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I started teaching online piano lessons.

I did not teach online piano lessons for a long time because they didn’t work. I’d tried a few lessons, and I couldn’t hear the students’ playing sometimes. I was way too OCD to miss even one note. 

This was four years ago, and recently a few people urged me to try it again.

So, I did. I accepted some online piano students. I kept thinking though, how am I going to see the sheet music if I’m not beside the student? What if there’s a lot of lag again?

In preparation, I did things that no one would ever want to do.

I dropped my laptop on my piano keys.

After I tested the tech setup for piano lessons, I casually placed my closed laptop on my piano lid, then it crashed down on the keys while I was playing. 

This is a lesson for us all: Keep the things you care about, securely above or away from your piano!

On the day of the first lesson, after I arranged my phone on the tripod and took the call, the first student came on with a crystal clear image, proper sound, and a good view of himself at the piano. This is perfect.

He did not say even once, “I can’t hear you, can you repeat it again.” Instead, he reassured me that the video was great, after I’d asked a few times.

A large part of the first lesson involves getting to know the student and their goals, then hearing them play. It’s like, an in-depth discussion of their student application. This also means we get to test the video system through talking and video calling.

Occasionally, I demonstrate some playing, if they’re doing something incorrectly.

The next student said, “This is perfect. I just saw your fingers so now I know what I’m doing wrong.” 

In one of the lessons, my phone shut off. I was worried that this would ruin the entire lesson, but I looked at the time and we were two minutes away from the end of the session. We continued the lesson for around 15 mins.

With one student, the video quality blurs for a second and I can’t see the student’s fingers.

But I can still catch mistakes, because they likely make the mistake more than once, and of course I have my razor-sharp ears (that still ring in one side!).

Some students stopped their playing to explain that they were nervous, and some pointed out their troubled spots.

That was new to me. Very few of my in-person piano students had ever interrupted their own playing. 

A lot of my students said they were nervous to play in front of others and wanted the experience of performing, so online lessons lets people open up in ways that they don’t normally get to. It’s also less of a commitment than going back to school for a formal music degree.

For the student, there’s a level of comfort and convenience, in sitting at their own piano and warming up before the lesson.

I could hear rhythmic mistakes and wrong notes, and I could demonstrate concepts over video.

I could do my job as a piano teacher properly, almost as if I were there in person.

However, I couldn’t change the angle of the camera to “walk around the student” to see their fingers from a different view–maybe in another 4 years this will be a possibility, but right now, I could settle for squinting.

I used Skype and Google Hangouts, and Zoom was suggested to me. I had one camera pointing towards me and the piano.

A byproduct of online piano lessons is that there’s less eye contact.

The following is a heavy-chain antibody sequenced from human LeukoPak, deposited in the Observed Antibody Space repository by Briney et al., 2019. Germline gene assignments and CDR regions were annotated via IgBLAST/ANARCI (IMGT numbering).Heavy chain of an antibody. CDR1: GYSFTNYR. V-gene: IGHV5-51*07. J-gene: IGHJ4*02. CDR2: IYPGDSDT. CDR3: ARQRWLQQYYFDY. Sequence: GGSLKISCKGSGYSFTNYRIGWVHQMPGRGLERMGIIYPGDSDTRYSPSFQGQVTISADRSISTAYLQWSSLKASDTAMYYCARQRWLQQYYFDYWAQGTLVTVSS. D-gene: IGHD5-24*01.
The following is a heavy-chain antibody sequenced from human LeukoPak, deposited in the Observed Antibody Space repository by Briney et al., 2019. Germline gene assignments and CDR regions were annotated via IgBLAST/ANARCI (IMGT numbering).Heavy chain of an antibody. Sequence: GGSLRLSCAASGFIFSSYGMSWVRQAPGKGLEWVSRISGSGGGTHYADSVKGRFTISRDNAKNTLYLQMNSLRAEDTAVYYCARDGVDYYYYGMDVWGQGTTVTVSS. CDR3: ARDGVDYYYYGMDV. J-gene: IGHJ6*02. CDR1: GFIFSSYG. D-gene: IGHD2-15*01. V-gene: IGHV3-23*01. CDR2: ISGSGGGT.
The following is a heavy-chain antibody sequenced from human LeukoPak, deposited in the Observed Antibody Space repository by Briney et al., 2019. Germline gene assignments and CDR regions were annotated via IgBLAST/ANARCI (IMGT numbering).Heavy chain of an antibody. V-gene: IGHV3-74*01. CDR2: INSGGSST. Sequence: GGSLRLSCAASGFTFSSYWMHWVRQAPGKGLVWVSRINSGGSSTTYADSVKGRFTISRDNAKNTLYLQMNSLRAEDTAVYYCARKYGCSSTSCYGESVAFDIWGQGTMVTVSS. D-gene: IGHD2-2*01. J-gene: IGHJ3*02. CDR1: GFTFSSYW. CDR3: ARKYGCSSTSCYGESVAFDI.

This means all of my note-taking and attendance sheets can be online and the tip-tapping of my keyboard won’t distract the student. Previously, during in-person lessons, all of my notes and documents written during the lesson, were done on paper for the tactile feel of it

I viewed the sheet music on my laptop or tablet. 

With my tablet, I could open the sheet music and prop it on my music stand to follow along.

With my laptop, I could view the sheet music and take notes at the same time, except I had to awkwardly hold it in one hand or use my lap.

After I move, I’ll look into a dual monitor setup by my piano so I don’t have to juggle laptops and tablets. (Here was how I restarted piano teaching last time.)

I have a hunch that as the students get to know me, they’ll be less nervous in front of the camera.

There’s a level of separation in online piano lessons, where students might feel less connected with their piano teachers at first, but it’s good way to learn piano in your own home and get out of your comfort zone.

It’s convenient. You shut off your phone when the lesson is done and go back to your own life. No driving in the rain nor waiting around for the teacher.

I’ve given online piano lessons another try, and I like them a lot.

I’m going to take a few more students for online piano lessons, if you are interested. There’s a half-priced trial lesson to see if you like online lessons. If you don’t like online lessons, we can part ways with no hard feelings. :) Send me an email here.

Have you ever tried online music lessons, or online lessons of any kind? How did you like it? Let me know what you think by leaving a comment below!


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5 years ago

Hi Grace! How did you find online students? I have 25 students in my home studio, but I’m running out of time during after school hours to add more time slots, and would love to be able to offer online lessons to those living in a different time zone so I can continue filling my studio without teaching past 8:00pm (which is how late I’m teaching currently). Thank you so much!!

Leeanne Innes
3 years ago

I love teaching online too, but at first, it was very challenging! As I moved from one side of Australia to the other, I get to keep teaching one of my star students.